Question marks: Clay is not a comfort zone. Her lone dirt title in 11 career championships came on the red clay of Marbella last April. Azarenka conceded a walkover in Rome, complaining of a right shoulder injury, which may have contributed to the 6-1, 6-3 thrashing she took from Serena in the Madrid final. In Paris, where Azarenka has yet to surpass the quarterfinals in six appearances, she will play her first major as world No. 1.
Outlook: Though the status of her shoulder is a concern, Azarenka has answered the bell in reaching six finals in eight events in 2012 and cannot be discounted on her least favorite surface.
No. 7 Li Na
Strengths: Athleticism, agility, quick feet and her ability to take the offensive against virtually any opponent with her flat groundstrokes. When she's at her best, Li can straddle the baseline and take time away from opponents by taking the ball on the rise, punctuating points with her backhand down the line. The reigning Roland Garros champion has reached at least the quarterfinals in six of eight tournaments in 2012, and she held a championship point against No. 2 Maria Sharapova before bowing in a dramatic Rome final.
Question marks: The 30-year-old can be erratic, subject to mood swings and has a habit of directing cranky outbursts at her husband and coach, Jiang Shan, who can resemble a verbal punching bag at times. When she's tight, Li can lose the shape of her forehand and flatline that shot. Roland Garros remains the lone clay-court title of her career. She is 1-5 versus top 10 opponents this season (excluding her walkover win versus Serena in Rome). Her last top-10 win came in January, and she faces the pressure of defending a major for the first time.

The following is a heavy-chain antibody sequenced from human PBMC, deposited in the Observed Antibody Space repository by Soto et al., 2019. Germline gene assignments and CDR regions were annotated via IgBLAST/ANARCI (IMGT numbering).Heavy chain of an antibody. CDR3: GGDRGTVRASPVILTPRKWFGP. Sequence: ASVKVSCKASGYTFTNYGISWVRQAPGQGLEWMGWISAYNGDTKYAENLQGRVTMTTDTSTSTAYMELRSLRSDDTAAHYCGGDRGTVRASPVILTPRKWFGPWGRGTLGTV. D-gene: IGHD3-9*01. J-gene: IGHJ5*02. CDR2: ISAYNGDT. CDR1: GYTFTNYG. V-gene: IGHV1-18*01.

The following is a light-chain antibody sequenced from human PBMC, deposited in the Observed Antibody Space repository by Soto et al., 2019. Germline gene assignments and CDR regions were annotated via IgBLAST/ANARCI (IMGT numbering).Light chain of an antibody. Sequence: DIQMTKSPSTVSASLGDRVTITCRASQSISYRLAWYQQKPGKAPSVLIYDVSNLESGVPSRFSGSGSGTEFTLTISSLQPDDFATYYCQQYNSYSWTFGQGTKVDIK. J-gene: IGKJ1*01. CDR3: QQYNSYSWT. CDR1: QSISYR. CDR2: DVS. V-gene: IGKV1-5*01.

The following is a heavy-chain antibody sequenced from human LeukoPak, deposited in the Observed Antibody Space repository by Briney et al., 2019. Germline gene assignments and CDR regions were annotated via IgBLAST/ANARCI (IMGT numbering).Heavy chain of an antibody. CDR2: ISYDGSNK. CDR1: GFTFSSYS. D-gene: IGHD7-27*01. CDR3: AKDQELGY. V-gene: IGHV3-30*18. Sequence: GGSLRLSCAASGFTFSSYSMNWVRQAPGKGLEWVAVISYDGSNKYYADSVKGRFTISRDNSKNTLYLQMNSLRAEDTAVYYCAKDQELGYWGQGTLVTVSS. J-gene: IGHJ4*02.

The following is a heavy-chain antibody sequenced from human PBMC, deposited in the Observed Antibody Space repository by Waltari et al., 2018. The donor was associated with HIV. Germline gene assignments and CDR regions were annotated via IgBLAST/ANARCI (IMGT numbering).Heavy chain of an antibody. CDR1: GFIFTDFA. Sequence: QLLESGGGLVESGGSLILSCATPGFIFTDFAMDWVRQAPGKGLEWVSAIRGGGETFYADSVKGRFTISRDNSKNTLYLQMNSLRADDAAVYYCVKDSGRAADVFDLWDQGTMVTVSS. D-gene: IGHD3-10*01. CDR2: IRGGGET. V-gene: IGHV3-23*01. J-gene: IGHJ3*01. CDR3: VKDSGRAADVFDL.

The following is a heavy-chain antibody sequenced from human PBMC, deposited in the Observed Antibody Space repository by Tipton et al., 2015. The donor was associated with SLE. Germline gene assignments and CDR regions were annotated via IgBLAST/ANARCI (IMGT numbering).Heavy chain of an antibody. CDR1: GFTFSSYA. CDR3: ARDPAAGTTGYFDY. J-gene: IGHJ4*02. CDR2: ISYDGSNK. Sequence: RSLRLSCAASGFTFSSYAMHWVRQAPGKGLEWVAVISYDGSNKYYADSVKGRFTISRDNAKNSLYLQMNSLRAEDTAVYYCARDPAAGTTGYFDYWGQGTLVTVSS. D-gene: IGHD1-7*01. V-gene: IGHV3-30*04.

Outlook: During her inspired run to the 2011 title, Li defeated four top-10 players in succession -- Petra Kvitova, Azarenka, Sharapova and defending champion Francesca Schiavone -- so she can draw on that experience for confidence. That is if she can withstand the pressure and manage the mental game she can contend.
No. 6 Samantha Stosur
Strengths: The reigning U.S. Open champion was the Charleston runner-up to Serena and has posted a 13-4 record on clay this season, reaching quarterfinals in Stuttgart and Madrid. Stosur's hellacious helium-high kick serve, whiplash forehand and slice backhand play well on clay, in which she can displace opponents with the height and pace of her shots and force them on the defensive. The 2006 French Open doubles champion defeated three current or former No. 1 players -- Justine Henin, Serena Williams and Jelena Jankovic -- to reach the 2010 final, before she fell to the 17th-seeded Schiavone. Stosur is one of the fittest players in the game and owns a 7-2 record in French Open three-setters.
Question marks: Stosur's lone career clay-court title came on Har-Tru in Charleston two years ago. Nerves can get the best of her under pressure and titles have been elusive. She's won only three championships in her career. Because she regularly gives up wide sections of the court to run around her backhand and fire her favored forehand, she is vulnerable to opponents who can hit deep and hard to her forehand then force her to hit her weaker backhand on the run. Stosur is a combined 4-22 versus Roland Garros contenders Serena, Azarenka and Sharapova.
Outlook: The Aussie has reached the final four in two of the past three years, and if she's hitting her spots on serve, a semifinal return is possible.